The early involvement of CNS-draining lymphatics and host response to West Nile virus infection translation missing: pt-BR.hyrax.visibility.files_restricted.text

O'Neal, Troy (Fall 2019)

Permanent URL: https://etd.library.emory.edu/concern/etds/4j03d0826?locale=pt-BR
Published

Abstract

West Nile virus (WNV) is a mosquito-borne flavivirus of global importance, which can result in neuroinvasive infection leading to encephalitis, prolonged neurological dysfunction or death. The early induction of the host response and efficient CD8+ T cell responses are both required for protection. We found that viral RNA and activated conventional dendritic cells (cDCs) accumulated in the meninges and CNS-draining lymph nodes (LNs) prior to neuroinvasion. Furthermore, WNV-specific CD8+ T cells accumulated in the CNS-draining LNs and the spleen with similar kinetics. WNV-specific CD8+ T cells from the spleen and brain exhibited dramatically different activation and inhibitory marker expression and cytokine production, whereas WNV-specific CD8+ T cells from the meninges and CNS-draining LNs displayed unique intermediate phenotypes. Notably, meningeal and brain WNV-specific CD8+ T cells produced both tumor necrosis factor (TNF)-α and interferon (IFN)-γ and had the highest fraction of cells expressing PD-1. CNS-localized WNV-specific CD8+ T cells were more efficient at controlling viral infection of cortical neurons than peripheral WNV-specific CD8+ T cells. These findings characterize the early involvement of CNS-draining lymphatics during WNV pathogenesis and indicate that anatomic localization influences CD8+ T cell programming during WNV infection. The type I IFN (IFN-I) response promotes induction of innate antiviral defenses, restricting early viral replication. We developed WNV- inclusive single-cell RNA sequencing (scRNA-seq), an approach to examine transcriptional heterogeneity in IFN-stimulated gene (ISG) induction and viral RNA abundance across single cells. We observed that only a small fraction of cells within the bulk population produced high levels of IFN-β transcript. Genes associated with the IFN- I response exhibited both high unimodal and bimodal variation. The majority of ISGs negatively correlated with viral RNA abundance, often displaying a sharp decline in expression for cells with high levels of viral RNA. WNV-inclusive scRNA-seq represents a robust approach for parallel single-cell transcriptomics and WNV RNA detection, which can be implemented in other systems to identify novel therapeutic targets or extend the resolution of in vivo studies to single infected cells.

Table of Contents

Introduction (1-16)

Flaviviruses (1)

WNV ecology and pathogenesis (2-5)

The host response to WNV infection (5-7)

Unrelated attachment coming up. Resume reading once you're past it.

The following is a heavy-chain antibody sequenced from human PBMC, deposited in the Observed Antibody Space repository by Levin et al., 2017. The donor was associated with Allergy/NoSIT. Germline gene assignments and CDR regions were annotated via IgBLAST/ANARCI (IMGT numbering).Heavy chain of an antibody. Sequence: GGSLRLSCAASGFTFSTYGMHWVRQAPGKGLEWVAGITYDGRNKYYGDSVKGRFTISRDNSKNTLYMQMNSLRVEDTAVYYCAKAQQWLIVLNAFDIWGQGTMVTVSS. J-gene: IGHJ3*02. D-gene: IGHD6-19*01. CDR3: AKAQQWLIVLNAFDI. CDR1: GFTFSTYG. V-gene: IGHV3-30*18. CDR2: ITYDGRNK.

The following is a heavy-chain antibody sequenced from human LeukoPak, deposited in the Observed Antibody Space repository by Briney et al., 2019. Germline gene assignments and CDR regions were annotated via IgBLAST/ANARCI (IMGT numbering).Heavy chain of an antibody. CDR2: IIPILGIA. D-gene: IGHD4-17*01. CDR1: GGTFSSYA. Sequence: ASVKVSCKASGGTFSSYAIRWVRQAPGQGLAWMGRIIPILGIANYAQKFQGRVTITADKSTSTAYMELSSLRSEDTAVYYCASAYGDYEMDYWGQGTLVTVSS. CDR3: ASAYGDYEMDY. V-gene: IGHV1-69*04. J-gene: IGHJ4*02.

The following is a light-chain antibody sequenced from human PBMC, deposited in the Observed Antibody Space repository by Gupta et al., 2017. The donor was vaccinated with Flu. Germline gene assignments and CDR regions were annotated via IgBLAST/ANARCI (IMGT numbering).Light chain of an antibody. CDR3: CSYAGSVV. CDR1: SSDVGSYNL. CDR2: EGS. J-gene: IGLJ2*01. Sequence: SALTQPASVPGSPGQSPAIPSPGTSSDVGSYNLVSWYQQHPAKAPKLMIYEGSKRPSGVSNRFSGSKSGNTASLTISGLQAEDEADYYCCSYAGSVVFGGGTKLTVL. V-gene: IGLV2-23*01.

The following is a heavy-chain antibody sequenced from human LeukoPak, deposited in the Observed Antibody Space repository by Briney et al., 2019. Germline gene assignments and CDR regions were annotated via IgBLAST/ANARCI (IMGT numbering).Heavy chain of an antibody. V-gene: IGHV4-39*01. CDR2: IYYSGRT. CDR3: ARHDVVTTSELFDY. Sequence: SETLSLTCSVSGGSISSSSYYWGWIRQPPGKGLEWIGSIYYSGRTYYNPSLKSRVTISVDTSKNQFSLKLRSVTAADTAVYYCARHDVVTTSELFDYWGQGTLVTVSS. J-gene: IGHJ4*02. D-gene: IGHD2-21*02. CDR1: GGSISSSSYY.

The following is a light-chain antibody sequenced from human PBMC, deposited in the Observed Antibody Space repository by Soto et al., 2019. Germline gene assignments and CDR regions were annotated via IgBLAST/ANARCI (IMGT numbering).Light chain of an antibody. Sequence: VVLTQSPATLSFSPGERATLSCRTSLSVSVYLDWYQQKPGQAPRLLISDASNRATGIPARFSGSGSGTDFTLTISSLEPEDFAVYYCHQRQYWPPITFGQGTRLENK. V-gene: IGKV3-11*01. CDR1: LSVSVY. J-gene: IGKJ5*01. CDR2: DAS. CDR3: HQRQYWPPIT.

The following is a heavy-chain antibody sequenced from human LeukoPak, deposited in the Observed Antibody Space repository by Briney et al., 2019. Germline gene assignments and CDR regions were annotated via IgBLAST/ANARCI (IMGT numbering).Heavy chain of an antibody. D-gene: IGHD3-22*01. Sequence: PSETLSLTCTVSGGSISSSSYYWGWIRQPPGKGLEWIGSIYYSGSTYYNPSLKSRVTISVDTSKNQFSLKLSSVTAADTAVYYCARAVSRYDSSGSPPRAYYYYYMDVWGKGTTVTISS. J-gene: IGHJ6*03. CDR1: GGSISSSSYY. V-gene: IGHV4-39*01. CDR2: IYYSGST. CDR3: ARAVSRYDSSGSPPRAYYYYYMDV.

Integrating single-cell approaches (7-9)

Dendritic cells and WNV infection (9-10)

CD8+ T cell-mediated immunity during WNV infection (10-13) Meningeal immunity and neuroinflammation (13-16)

1 West Nile virus-inclusive single-cell RNA sequencing reveals heterogeneity in the type I interferon response within single cells (17-51)

1.1 Introduction (20-23)

1.2 Results (24-30)

1.3 Discussion (31-33)

1.4 Materials and methods (34-39)

1.5 Figure 1: Population-level analysis of WNV infection in L929 cells (40, 44) 1.6 Figure 2: WNV-inclusive single-cell RNA sequencing (40-41, 45)

1.7 Figure 3: Cellular heterogeneity in IFN-stimulated gene induction following WNV infection (42, 46)

1.8 Figure 4: Unimodal and bimodal variation in antiviral effector gene expression at single-cell following WNV infection (42, 47)

1.9 Figure 5: ISGs negatively correlate with WNV RNA abundance (42-43, 48)

1.10 Figure 6: Sharp downward trends for ISGs negatively correlated with viral RNA (43, 49)

2 The early involvement of CNS-draining lymphatics and CD8+ T cell control during West Nile virus infection (52-93)

2.1 Introduction (54-57)

2.2 Results (58-68)

2.3 Discussion (69-73)

2.4 Materials and methods (74-78)

2.5 Figure 1: Early viral dissemination and ISG expression in peripheral lymphoid tissues (79, 84)

2.6 Figure 2: Early differential activation of DC subsets in peripheral lymphoid tissues (79, 85)

2.7 Figure 3: Early viral RNA detection and myeloid cell accumulation in CNS-draining lymph nodes and meninges (80, 86)

2.8 Figure 4: Early cDC activation in CNS-draining lymph nodes and meninges (80, 87)

2.9 Figure 5: Accumulation of WNV-specific CD8+ T cells in the meninges, brain, and peripheral and CNS-draining lymphoid tissues (80-81, 88)

2.10 Figure 6: CD8+ T cells in the CNS have altered surface marker expression compared to those in the periphery (81, 89)

2.11 Figure 7: W4B Cells from the CNS have polyfunctional cytokine secretion (82, 90)

2.12 Figure 8: W4B cells isolated from the brain are transcriptionally distinct from splenic T cells (82-83, 91)

2.13 Figure 9: Brain W4B cells more effectively control WNV replication than Splenic W4B cells (83, 92)

Discussion (94-102)

Probing WNV infection at single-cell resolution (94-96)

Exploring the role of meningeal immunity during WNV infection (96-100)

Figure 1: Microenvironmental cues within the CNS re-program WNV-specific CD8+ T cells resulting in transcriptional, phenotypic, and functional differences (101-102)

Bibliography (103-145)

About this Dissertation

Rights statement
  • Permission granted by the author to include this thesis or dissertation in this repository. All rights reserved by the author. Please contact the author for information regarding the reproduction and use of this thesis or dissertation.
School
Department
Subfield / Discipline
Degree
Submission
Language
  • English
Research field
Palavra-chave
Committee Chair / Thesis Advisor
Committee Members
Última modificação No preview

Primary PDF

Supplemental Files